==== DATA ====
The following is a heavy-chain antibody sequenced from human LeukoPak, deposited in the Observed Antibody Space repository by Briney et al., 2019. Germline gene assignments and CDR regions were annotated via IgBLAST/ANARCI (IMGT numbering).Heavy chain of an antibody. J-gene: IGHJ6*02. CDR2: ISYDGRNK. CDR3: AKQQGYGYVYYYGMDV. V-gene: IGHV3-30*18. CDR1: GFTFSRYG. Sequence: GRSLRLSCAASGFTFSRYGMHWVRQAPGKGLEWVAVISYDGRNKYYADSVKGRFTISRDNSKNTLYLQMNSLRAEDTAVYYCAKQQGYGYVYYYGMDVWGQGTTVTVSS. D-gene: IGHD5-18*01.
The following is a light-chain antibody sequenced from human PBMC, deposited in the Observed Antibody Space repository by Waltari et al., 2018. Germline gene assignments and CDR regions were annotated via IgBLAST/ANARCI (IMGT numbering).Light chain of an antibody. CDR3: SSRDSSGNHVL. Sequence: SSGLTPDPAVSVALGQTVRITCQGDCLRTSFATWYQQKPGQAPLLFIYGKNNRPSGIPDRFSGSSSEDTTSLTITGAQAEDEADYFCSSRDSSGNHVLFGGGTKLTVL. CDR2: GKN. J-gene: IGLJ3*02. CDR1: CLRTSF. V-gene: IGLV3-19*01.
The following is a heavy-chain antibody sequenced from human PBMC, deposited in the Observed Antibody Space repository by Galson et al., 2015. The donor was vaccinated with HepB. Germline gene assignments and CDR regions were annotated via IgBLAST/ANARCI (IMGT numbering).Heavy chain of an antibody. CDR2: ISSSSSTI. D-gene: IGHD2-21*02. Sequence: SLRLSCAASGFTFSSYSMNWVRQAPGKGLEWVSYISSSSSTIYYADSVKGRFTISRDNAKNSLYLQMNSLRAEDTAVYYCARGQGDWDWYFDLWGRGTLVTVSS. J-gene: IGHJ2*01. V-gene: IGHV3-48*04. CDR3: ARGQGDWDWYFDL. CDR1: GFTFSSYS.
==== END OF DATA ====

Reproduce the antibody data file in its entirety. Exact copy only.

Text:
The following is a heavy-chain antibody sequenced from human LeukoPak, deposited in the Observed Antibody Space repository by Briney et al., 2019. Germline gene assignments and CDR regions were annotated via IgBLAST/ANARCI (IMGT numbering).Heavy chain of an antibody. J-gene: IGHJ6*02. CDR2: ISYDGRNK. CDR3: AKQQGYGYVYYYGMDV. V-gene: IGHV3-30*18. CDR1: GFTFSRYG. Sequence: GRSLRLSCAASGFTFSRYGMHWVRQAPGKGLEWVAVISYDGRNKYYADSVKGRFTISRDNSKNTLYLQMNSLRAEDTAVYYCAKQQGYGYVYYYGMDVWGQGTTVTVSS. D-gene: IGHD5-18*01.
The following is a light-chain antibody sequenced from human PBMC, deposited in the Observed Antibody Space repository by Waltari et al., 2018. Germline gene assignments and CDR regions were annotated via IgBLAST/ANARCI (IMGT numbering).Light chain of an antibody. CDR3: SSRDSSGNHVL. Sequence: SSGLTPDPAVSVALGQTVRITCQGDCLRTSFATWYQQKPGQAPLLFIYGKNNRPSGIPDRFSGSSSEDTTSLTITGAQAEDEADYFCSSRDSSGNHVLFGGGTKLTVL. CDR2: GKN. J-gene: IGLJ3*02. CDR1: CLRTSF. V-gene: IGLV3-19*01.
The following is a heavy-chain antibody sequenced from human PBMC, deposited in the Observed Antibody Space repository by Galson et al., 2015. The donor was vaccinated with HepB. Germline gene assignments and CDR regions were annotated via IgBLAST/ANARCI (IMGT numbering).Heavy chain of an antibody. CDR2: ISSSSSTI. D-gene: IGHD2-21*02. Sequence: SLRLSCAASGFTFSSYSMNWVRQAPGKGLEWVSYISSSSSTIYYADSVKGRFTISRDNAKNSLYLQMNSLRAEDTAVYYCARGQGDWDWYFDLWGRGTLVTVSS. J-gene: IGHJ2*01. V-gene: IGHV3-48*04. CDR3: ARGQGDWDWYFDL. CDR1: GFTFSSYS.